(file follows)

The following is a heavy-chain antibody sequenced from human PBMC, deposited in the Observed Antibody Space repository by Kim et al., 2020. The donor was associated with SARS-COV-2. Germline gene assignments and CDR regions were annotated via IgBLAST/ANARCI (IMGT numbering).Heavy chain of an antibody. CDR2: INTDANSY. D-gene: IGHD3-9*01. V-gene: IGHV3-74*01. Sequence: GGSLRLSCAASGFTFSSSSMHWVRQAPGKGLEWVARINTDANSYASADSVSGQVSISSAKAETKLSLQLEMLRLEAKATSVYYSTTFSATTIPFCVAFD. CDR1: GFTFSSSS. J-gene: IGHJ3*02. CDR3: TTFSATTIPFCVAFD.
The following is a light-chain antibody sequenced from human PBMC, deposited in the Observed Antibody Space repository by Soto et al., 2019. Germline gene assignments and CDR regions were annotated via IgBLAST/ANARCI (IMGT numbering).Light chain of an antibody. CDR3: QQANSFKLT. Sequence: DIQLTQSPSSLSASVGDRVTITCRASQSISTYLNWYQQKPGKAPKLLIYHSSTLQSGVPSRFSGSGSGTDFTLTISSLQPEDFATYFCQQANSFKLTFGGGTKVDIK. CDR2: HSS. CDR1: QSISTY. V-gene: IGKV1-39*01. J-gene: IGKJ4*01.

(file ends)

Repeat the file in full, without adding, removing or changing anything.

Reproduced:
The following is a heavy-chain antibody sequenced from human PBMC, deposited in the Observed Antibody Space repository by Kim et al., 2020. The donor was associated with SARS-COV-2. Germline gene assignments and CDR regions were annotated via IgBLAST/ANARCI (IMGT numbering).Heavy chain of an antibody. CDR2: INTDANSY. D-gene: IGHD3-9*01. V-gene: IGHV3-74*01. Sequence: GGSLRLSCAASGFTFSSSSMHWVRQAPGKGLEWVARINTDANSYASADSVSGQVSISSAKAETKLSLQLEMLRLEAKATSVYYSTTFSATTIPFCVAFD. CDR1: GFTFSSSS. J-gene: IGHJ3*02. CDR3: TTFSATTIPFCVAFD.
The following is a light-chain antibody sequenced from human PBMC, deposited in the Observed Antibody Space repository by Soto et al., 2019. Germline gene assignments and CDR regions were annotated via IgBLAST/ANARCI (IMGT numbering).Light chain of an antibody. CDR3: QQANSFKLT. Sequence: DIQLTQSPSSLSASVGDRVTITCRASQSISTYLNWYQQKPGKAPKLLIYHSSTLQSGVPSRFSGSGSGTDFTLTISSLQPEDFATYFCQQANSFKLTFGGGTKVDIK. CDR2: HSS. CDR1: QSISTY. V-gene: IGKV1-39*01. J-gene: IGKJ4*01.